What happens when you put a photographer in front of the camera? Well, very good things. Especially when the subject is a documentary photographer Masha Osipova. Born in Moscow and grown up in Amsterdam, this talented young lady moved to Mexico with a heartfelt mission and a unique perspective. Among several intriguing projects, Masha’s long-term documentary work is about the Lacandon Maya, a group of people living in the state of Chiapas and deriving their name from the Lacandon Jungle, which lies along the Mexican side of the Usumacinta River and its tributaries. The Lacandon are one of the most isolated and culturally conservative of Mexico’s native peoples. Almost extinct in 1943, today their population has grown significantly, yet remains small, at approximately 650 speakers of the Lacandon language.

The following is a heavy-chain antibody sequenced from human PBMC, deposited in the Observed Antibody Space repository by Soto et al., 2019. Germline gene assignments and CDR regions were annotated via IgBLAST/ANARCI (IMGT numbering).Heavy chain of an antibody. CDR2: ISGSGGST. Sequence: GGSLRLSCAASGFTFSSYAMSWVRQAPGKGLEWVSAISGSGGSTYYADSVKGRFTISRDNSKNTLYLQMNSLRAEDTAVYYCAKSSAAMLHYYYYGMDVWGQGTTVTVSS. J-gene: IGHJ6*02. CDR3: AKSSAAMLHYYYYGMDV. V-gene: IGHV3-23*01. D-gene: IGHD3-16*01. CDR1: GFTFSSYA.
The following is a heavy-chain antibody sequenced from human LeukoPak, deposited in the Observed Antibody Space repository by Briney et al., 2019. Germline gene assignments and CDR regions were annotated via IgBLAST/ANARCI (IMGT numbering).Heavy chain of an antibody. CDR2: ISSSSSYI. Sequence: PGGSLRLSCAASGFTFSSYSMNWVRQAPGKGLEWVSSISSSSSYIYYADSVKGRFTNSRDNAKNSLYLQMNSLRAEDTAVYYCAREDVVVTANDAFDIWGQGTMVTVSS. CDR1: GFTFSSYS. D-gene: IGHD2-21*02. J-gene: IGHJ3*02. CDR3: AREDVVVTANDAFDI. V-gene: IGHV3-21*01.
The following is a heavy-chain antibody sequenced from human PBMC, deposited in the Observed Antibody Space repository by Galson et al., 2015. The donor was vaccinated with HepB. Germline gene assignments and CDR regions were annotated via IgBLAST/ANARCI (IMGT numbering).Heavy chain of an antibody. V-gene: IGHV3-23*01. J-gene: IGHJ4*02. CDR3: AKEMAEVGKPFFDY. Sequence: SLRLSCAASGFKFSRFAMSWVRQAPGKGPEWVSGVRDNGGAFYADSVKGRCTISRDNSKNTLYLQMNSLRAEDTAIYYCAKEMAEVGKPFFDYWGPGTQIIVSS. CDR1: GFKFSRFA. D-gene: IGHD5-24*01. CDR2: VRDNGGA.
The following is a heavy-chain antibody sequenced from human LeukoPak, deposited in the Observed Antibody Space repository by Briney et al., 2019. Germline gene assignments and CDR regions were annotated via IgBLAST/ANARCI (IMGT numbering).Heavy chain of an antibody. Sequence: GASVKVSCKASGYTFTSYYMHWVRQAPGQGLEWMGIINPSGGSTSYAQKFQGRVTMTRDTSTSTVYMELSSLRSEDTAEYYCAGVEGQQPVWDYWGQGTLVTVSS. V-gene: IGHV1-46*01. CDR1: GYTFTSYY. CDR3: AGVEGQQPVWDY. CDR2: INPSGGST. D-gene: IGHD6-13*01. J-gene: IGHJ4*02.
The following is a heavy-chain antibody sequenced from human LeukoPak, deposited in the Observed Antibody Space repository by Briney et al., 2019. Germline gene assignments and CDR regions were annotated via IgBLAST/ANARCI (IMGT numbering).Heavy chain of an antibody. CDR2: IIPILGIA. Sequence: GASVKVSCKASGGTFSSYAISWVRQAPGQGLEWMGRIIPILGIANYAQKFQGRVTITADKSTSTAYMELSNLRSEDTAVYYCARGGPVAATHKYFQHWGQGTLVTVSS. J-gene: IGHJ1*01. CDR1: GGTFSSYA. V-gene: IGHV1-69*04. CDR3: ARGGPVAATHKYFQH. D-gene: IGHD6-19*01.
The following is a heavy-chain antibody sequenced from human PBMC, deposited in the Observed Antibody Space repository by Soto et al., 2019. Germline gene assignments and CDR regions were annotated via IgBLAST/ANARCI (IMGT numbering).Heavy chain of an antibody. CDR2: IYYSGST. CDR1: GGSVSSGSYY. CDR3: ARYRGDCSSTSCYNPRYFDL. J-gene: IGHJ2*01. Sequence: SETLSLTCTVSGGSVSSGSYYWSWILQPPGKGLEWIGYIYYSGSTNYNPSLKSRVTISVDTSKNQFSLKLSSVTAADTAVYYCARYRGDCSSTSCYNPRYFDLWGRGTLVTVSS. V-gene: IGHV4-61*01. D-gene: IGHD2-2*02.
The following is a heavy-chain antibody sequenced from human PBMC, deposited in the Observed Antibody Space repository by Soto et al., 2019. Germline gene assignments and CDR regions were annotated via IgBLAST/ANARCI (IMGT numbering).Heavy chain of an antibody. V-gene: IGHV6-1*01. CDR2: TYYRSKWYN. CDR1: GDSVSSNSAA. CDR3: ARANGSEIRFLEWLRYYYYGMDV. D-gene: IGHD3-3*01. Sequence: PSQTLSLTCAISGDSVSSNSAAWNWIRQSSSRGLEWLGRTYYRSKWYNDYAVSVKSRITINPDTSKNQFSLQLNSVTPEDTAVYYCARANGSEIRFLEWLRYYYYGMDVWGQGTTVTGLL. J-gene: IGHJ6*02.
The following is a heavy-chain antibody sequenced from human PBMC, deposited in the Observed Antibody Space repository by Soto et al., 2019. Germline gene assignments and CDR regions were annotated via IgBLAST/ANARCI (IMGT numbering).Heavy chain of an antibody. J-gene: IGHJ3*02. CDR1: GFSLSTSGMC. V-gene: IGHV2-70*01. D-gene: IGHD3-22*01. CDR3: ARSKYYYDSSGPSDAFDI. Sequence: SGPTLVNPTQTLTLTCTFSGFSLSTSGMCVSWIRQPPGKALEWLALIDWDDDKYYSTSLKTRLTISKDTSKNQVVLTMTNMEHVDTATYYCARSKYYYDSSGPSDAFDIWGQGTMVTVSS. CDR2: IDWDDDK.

Having previously embarked on personal expeditions to the homeland of Lacandon Maya, Masha will currently be based in San Cristobal de las Casas. There she will collaborate with Casa Na Bolom, a non-profit organization, museum and research center founded by the late archeologist Frans Blom and his photographer wife Gertrude Duby Blom. The center is also dedicated to the protection of Lacandon Maya and preservation of Chiapas rain forest.
I want to thank Masha for her quick and genuine friendship, for sharing with me her story, and for greatly inspiring me in the process! I also want to take this opportunity to showcase Masha Osipova’s website with previous work completed in Russia, Europe and Iraq, as well as her blog.